Reaction to the report may tend to go to one of two extremes. Some politicians will be tempted to make too much of it, capitalizing on public sentiment against it, and ignoring other important national concerns in the process. Pollution of the mind is a worthwhile campaign issue, but no office-seeker ought to be allowed to duck other questions because of preoccupation with the pornography report.

The greater danger is to regard the report’s assumptions as being beyond question, and to look at it as governmental support for permissiveness. Such a view will only contribute to the decline of morality in America and ultimately the demise of America itself. Permissive societies never last.

Christian Americans should call upon their incumbent and would-be congressmen to take an unequivocal stand on the report.

The Secret Of Contentment

In his letter to the Philippians, the Apostle Paul makes a statement that very few Christians can honestly say for themselves. He says: “I have learned the secret of contentment in every situation, whether it be fatness or hunger, plenty or want …” (Phil. 4:12, Living Letters).

Many Christians are never really content. We complain because we do not have certain things. We wish that our station in life were different. The prince would love to become a pauper, and the pauper a prince. The grass in the other pasture seems so much greener.

When Paul spoke of being content he was not expressing a complacency about the evils in the world around him, nor was he implying that he was satisfied with what he was. He was conscious of his own weakness and sinfulness and said, “I do not consider myself to have arrived spiritually, … but I keep going on (Phil. 2:13, 14, Phillips). But he was content with his lot in life whether things were up or down.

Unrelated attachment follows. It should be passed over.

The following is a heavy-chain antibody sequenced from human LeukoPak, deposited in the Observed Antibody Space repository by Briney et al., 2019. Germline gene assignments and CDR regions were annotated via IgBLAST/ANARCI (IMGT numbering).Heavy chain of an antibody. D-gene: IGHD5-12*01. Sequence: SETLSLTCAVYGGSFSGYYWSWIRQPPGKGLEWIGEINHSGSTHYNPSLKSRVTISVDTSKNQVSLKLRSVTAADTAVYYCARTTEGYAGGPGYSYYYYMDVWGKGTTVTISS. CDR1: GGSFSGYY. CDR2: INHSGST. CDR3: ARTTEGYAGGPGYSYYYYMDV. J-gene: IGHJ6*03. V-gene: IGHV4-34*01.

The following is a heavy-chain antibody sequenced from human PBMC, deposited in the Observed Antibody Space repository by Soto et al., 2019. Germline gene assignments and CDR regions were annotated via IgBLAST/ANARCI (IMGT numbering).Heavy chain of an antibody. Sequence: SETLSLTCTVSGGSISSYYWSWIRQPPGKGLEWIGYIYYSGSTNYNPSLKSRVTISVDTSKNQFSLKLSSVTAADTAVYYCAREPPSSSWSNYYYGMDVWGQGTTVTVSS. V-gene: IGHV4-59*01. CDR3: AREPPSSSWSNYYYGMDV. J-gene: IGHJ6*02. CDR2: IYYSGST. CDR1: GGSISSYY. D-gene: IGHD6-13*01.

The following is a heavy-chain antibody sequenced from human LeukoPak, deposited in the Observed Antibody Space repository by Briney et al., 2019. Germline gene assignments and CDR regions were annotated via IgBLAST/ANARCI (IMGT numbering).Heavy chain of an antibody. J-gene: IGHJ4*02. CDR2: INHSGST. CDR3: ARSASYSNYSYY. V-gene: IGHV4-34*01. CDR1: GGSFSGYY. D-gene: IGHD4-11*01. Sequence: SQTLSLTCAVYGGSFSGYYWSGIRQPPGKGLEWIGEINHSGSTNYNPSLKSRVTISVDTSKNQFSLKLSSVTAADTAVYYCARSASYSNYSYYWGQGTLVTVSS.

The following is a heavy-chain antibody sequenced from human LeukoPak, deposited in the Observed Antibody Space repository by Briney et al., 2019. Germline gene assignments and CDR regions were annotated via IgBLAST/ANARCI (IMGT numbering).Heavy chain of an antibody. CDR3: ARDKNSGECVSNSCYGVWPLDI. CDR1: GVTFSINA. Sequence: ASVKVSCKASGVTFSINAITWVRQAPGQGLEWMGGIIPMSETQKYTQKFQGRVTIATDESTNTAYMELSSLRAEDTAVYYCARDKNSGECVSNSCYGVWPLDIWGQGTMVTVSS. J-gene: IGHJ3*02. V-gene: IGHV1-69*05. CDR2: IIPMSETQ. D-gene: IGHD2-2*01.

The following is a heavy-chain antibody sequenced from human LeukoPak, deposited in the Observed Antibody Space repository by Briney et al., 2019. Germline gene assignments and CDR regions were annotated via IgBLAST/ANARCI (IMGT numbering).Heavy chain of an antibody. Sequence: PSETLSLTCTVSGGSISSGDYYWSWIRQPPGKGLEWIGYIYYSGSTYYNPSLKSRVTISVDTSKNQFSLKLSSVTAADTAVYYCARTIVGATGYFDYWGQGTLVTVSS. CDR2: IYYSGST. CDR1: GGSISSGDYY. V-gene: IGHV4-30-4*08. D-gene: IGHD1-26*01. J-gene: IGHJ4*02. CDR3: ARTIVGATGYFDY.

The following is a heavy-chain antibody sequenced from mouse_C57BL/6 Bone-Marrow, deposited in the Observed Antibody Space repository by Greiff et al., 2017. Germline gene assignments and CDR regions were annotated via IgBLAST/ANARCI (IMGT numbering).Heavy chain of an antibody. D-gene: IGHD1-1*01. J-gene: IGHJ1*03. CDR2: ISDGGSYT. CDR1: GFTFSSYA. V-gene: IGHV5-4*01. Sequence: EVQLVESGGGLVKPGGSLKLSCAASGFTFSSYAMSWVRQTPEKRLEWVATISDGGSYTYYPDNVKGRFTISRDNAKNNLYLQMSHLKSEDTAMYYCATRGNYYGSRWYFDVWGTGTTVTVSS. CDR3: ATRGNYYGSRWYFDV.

Paul’s contentment was not the satisfaction of a man who had everything going his way. While he was writing about his contentment, he was in prison. He had been “flogged, imprisoned, mobbed, overworked, sleepless, starving” (2 Cor. 6:4, 5). He was plagued by a “thorn in the flesh,” but even of that he said “I have cheerfully made up my mind to be proud of my weaknesses because they mean a deeper experience of the power of Christ” (1 Cor. 12:9Phillips). Paul’s contentment did not ebb and flow with the tides of good and bad fortune. The source of his contentment was not affected by changing circumstances.

Article continues below

How could a man honestly say that he knew this kind of contentment? Paul gives the answer in the immediate context: “I am ready for anything through the strength of the one who lives within me” (Phil. 4:13, Phillips). Paul summed up his whole reason for living in one word—Christ (Phil. 1:21). He expressed his motive for living in these words: “… that I should never be in any way ashamed but that … I should honor Christ with the utmost boldness by the way I live, whether that means I am to face death or go on living” (Phil. 1:20, Phillips). He could even rejoice in imprisonment because through it the cause of Christ was being advanced (Phil. 1:12–14). He found his contentment in having things the way God wanted rather than the way he would like to have them. The source of Paul’s contentment was Jesus Christ whom he loved and whom he longed to please.

The contentment Paul experienced was not reserved for “super-saints” like this giant of the early church. It is within the reach of every Christian who will seek it in the same way Paul did.

Have something to add about this? See something we missed? Share your feedback here.

Our digital archives are a work in progress. Let us know if corrections need to be made.